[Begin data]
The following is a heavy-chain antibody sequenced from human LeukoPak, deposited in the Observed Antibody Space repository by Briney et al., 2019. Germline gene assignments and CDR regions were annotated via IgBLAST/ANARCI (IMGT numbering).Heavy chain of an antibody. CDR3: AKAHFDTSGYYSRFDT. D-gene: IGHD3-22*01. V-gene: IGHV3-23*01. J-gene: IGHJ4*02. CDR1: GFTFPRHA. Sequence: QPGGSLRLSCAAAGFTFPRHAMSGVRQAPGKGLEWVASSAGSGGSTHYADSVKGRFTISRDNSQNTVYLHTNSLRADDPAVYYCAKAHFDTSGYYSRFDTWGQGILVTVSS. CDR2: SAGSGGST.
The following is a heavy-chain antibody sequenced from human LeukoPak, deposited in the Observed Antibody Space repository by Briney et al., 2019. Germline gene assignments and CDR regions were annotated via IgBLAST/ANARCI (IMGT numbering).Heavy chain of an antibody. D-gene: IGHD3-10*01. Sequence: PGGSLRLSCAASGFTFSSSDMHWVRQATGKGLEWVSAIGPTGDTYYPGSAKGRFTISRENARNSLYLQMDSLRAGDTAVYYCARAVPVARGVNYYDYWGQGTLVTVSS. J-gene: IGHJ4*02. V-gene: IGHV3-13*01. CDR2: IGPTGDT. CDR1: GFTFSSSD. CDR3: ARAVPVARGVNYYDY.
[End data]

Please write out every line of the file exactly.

The following is a heavy-chain antibody sequenced from human LeukoPak, deposited in the Observed Antibody Space repository by Briney et al., 2019. Germline gene assignments and CDR regions were annotated via IgBLAST/ANARCI (IMGT numbering).Heavy chain of an antibody. CDR3: AKAHFDTSGYYSRFDT. D-gene: IGHD3-22*01. V-gene: IGHV3-23*01. J-gene: IGHJ4*02. CDR1: GFTFPRHA. Sequence: QPGGSLRLSCAAAGFTFPRHAMSGVRQAPGKGLEWVASSAGSGGSTHYADSVKGRFTISRDNSQNTVYLHTNSLRADDPAVYYCAKAHFDTSGYYSRFDTWGQGILVTVSS. CDR2: SAGSGGST.
The following is a heavy-chain antibody sequenced from human LeukoPak, deposited in the Observed Antibody Space repository by Briney et al., 2019. Germline gene assignments and CDR regions were annotated via IgBLAST/ANARCI (IMGT numbering).Heavy chain of an antibody. D-gene: IGHD3-10*01. Sequence: PGGSLRLSCAASGFTFSSSDMHWVRQATGKGLEWVSAIGPTGDTYYPGSAKGRFTISRENARNSLYLQMDSLRAGDTAVYYCARAVPVARGVNYYDYWGQGTLVTVSS. J-gene: IGHJ4*02. V-gene: IGHV3-13*01. CDR2: IGPTGDT. CDR1: GFTFSSSD. CDR3: ARAVPVARGVNYYDY.